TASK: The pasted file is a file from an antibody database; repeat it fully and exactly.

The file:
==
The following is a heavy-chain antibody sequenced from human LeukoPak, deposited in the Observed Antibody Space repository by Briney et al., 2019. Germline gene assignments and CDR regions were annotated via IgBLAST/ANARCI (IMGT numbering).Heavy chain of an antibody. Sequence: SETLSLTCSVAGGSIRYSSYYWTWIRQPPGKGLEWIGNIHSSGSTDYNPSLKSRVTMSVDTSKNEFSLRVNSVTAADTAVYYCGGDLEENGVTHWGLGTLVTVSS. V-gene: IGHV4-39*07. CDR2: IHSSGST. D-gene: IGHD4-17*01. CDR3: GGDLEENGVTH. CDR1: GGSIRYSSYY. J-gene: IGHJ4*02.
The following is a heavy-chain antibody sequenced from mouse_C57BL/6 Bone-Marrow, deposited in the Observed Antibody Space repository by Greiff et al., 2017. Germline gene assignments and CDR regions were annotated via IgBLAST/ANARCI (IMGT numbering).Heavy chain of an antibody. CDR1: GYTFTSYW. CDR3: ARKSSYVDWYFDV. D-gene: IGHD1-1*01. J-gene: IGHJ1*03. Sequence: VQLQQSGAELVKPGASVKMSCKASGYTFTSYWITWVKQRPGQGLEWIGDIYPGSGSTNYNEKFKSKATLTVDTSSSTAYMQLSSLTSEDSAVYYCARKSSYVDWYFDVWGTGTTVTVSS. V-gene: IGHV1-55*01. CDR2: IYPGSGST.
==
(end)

The following is a heavy-chain antibody sequenced from human LeukoPak, deposited in the Observed Antibody Space repository by Briney et al., 2019. Germline gene assignments and CDR regions were annotated via IgBLAST/ANARCI (IMGT numbering).Heavy chain of an antibody. Sequence: SETLSLTCSVAGGSIRYSSYYWTWIRQPPGKGLEWIGNIHSSGSTDYNPSLKSRVTMSVDTSKNEFSLRVNSVTAADTAVYYCGGDLEENGVTHWGLGTLVTVSS. V-gene: IGHV4-39*07. CDR2: IHSSGST. D-gene: IGHD4-17*01. CDR3: GGDLEENGVTH. CDR1: GGSIRYSSYY. J-gene: IGHJ4*02.
The following is a heavy-chain antibody sequenced from mouse_C57BL/6 Bone-Marrow, deposited in the Observed Antibody Space repository by Greiff et al., 2017. Germline gene assignments and CDR regions were annotated via IgBLAST/ANARCI (IMGT numbering).Heavy chain of an antibody. CDR1: GYTFTSYW. CDR3: ARKSSYVDWYFDV. D-gene: IGHD1-1*01. J-gene: IGHJ1*03. Sequence: VQLQQSGAELVKPGASVKMSCKASGYTFTSYWITWVKQRPGQGLEWIGDIYPGSGSTNYNEKFKSKATLTVDTSSSTAYMQLSSLTSEDSAVYYCARKSSYVDWYFDVWGTGTTVTVSS. V-gene: IGHV1-55*01. CDR2: IYPGSGST.